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  1. #1

    The 40 richest people in the Philippines

    The 40 richest people in the Philippines
    Posted at 06/21/2012 10:39 AM | Updated as of 06/22/2012 10:10 AM

    MANILA, Philippines -- SM tycoon Henry Sy tops this year's Forbes list of 40 richest people in the Philippines, which includes the head honchos of some of the largest companies in the country.

    Sy had an impressive net worth of $9.1 billion, while Lucio Tan is at a rather far second with a net worth of $4.5 billion.

    Notables include port entrepreneur Enrique Razon Jr., Senator Manuel Villar, and others.

    The top 40 richest in the Philippines are:

    1) Henry Sy - $9.1 billion (SM Prime)
    2) Lucio Tan - $4.5 billion (Phillip Morris Fortune Tobacco)
    3) Enrique Razon Jr. - $3.6 billion (International Container Terminal Services)
    4) John Gokongwei Jr. - $3.2 billion (JG Summit)
    5) David Consunji - $2.7 billion (DMCI)

    6) Andrew Tan - $2.3 billion (Alliance Global)
    7) Jaime Zobel de Ayala - $2.2 billion (Ayala Corp.)
    George Ty - $1.7 billion (Metropolitan Bank)
    9) Roberto Ongpin - $1.5 billion (Atok-Big Wedge)
    10) Eduardo Cojuangco Jr. - $1.4 billion (San Miguel)

    11) Roberto Coyiuto Jr. - $1.3 billion (National Grid)
    12) Tony Tan Caktiong - $1.25 billion (Jollibee Foods)
    13) Lucio and Susan Co - $1.2 billion (Puregold Price Club)
    14) Iņigo and Mercedes Zobel - $1.15 billion (Ayala Corp.)
    15) Emilio Yap - $1.1 billion (Philtrust Bank)

    16) Jon Ramon Aboitiz - $955 million (Aboitiz Equity Ventures)
    17) Andrew Gotianun - $825 million (Filinvest Development)
    1 Manuel Villar - $720 million (Vista Land and Lifescapes)
    19) Beatrice Campos - $700 million (Unilab)
    20) Vivian Que Azcona - $690 million (Mercury Drug)

    21) Alfonso Yuchengco - $570 million (Rizal Commercial Bank)
    22) Mariano Tan Jr. - $420 million (Unilab)
    23) Enrique Aboitiz - $400 million (Aboitiz & Co.)
    24) Eric Recto - $365 million (Alphaland)
    25) Jose Antonio - $300 million (Century Properties Group)

    26) Gilberto Duavit - $270 million (GMA Network)
    27) Menardo Jimenez - $265 million (GMA Network)
    2 Frederick Dy - $260 million (Security Bank)
    29) Manuel Zamora Jr. - $255 million (Nickel Asia)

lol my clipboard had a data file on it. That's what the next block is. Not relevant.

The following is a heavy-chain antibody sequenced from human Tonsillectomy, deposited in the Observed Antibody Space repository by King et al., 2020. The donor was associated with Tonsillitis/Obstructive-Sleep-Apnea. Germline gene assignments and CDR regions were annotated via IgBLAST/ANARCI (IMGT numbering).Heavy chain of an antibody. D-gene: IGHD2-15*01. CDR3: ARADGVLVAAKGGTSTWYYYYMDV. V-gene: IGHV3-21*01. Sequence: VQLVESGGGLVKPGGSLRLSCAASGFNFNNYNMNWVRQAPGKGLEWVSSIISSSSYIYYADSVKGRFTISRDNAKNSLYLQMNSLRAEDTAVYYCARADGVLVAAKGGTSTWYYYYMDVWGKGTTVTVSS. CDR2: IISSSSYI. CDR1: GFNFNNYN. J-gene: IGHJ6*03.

30) Alfredo Ramos - $$250 million (Atlas Consolidated Mining and Development)

    31) Oscar Lopez - $245 million (ABS-CBN)
    32) Felipe Gozon - $240 million (GMA Network)
    33) Betty Ang - $235 million (Monde Nissin)
    34) Wilfred Uytengsu Jr. - $230 million (Alaska Milk)
    35) Juliette Romualdez - $200 million (Banco de Oro)

    36) Bienvenido Tantoco Sr. - $195 million (Rustan Commercial)
    37) Jacinto Ng Sr. - $190 million (Rebisco)
    3 Tomas Alcantara - $160 million (Alsons Consolidated Resources)
    39) Michael Cosiquien - $150 million (Megawide Construction)
    40) Edgar Sia II - $140 million (Mang Inasal)
    * Changing The Face of The Game!

  2. #2
    ^^^ I still can't get over the fact that both Ramon Ang and Manny Pangilinan are not on that list.

  3. #3
    Filipino billionaires’ circle grows in 2013

    By Neil Jerome Morales

    (The Philippine Star) | Updated March 6, 2013 - 12:00am

    MANILA, Philippines - The number of Filipino billionaires grew to 11 this year with mall tycoon Henry Sy topping the list of Forbes magazine released late Monday.

    Six Filipino businessmen and their families were newcomers to the list of 1,426 billionaires in the world this year.

    Sy’s net worth surged to $13.2 billion from $8 billion last year.

    This was primarily due to the higher share prices of flagship firm SM Investments Corp. This allowed Sy to remain as the richest man in the Philippines and the 68th in the world, up from being 116th in the global list in 2012.

    Tobacco and airline magnate Lucio Tan and family, ranked 248th globally, maintained the second spot among Filipino billionaires with wealth of $5 billion from $3.5 billion a year ago.

    Enrique Razon Jr., owner of port operator International Container Terminal Services Inc. (ICTSI) and casino complex developer Bloomberry Resorts Corp., bagged the 258th spot globally and is the Philippines’ third wealthiest. His fortune grew to $4.9 billion from $1.9 billion last year.

    Also included in the global top 500 is Andrew Tan (345th), whose gaming, hotels, brandy and fastfood businesses allowed him to accumulate $3.95 billion.

    Razon has overtaken Tan, who nonetheless improved to rank 345th from 601st a year ago.

    The local billionaire circle, which had a combined wealth of $37.85 billion (P1.54 trillion), has grown from only six in 2012.

    Sy and the 10 other Filipino businessmen are part of the elite group of only 1,426 people globally who have a net worth of $1 billion or more.

    New faces in the 2013 list include construction giant David Consunji and family with $2.8 billion (503rd); Metrobank Group’s George Ty and family, $2.6 billion (554th); Puregold’s Lucio and Susan Co, $2 billion (736th); insurance businessman Robert Coyiuto Jr., $1.6 billion (931st); Jollibee’s Tony Tan Caktiong and family (1031st) with $1.4 billion and Filinvest’s Andrew Gotianun and family (1175th) with $1.2 billion.

    Former trade minister Roberto Ongpin slid to 1175th this year from 1153rd in 2012, even as his net worth grew to $1.5 billion from $1 billion.

    Eduardo “Danding” Cojuangco Jr., who exited diversified conglomerate San Miguel Corp., did not make it to this year’s Forbes list, although he was among the six Filipino billionaires in last year’s list.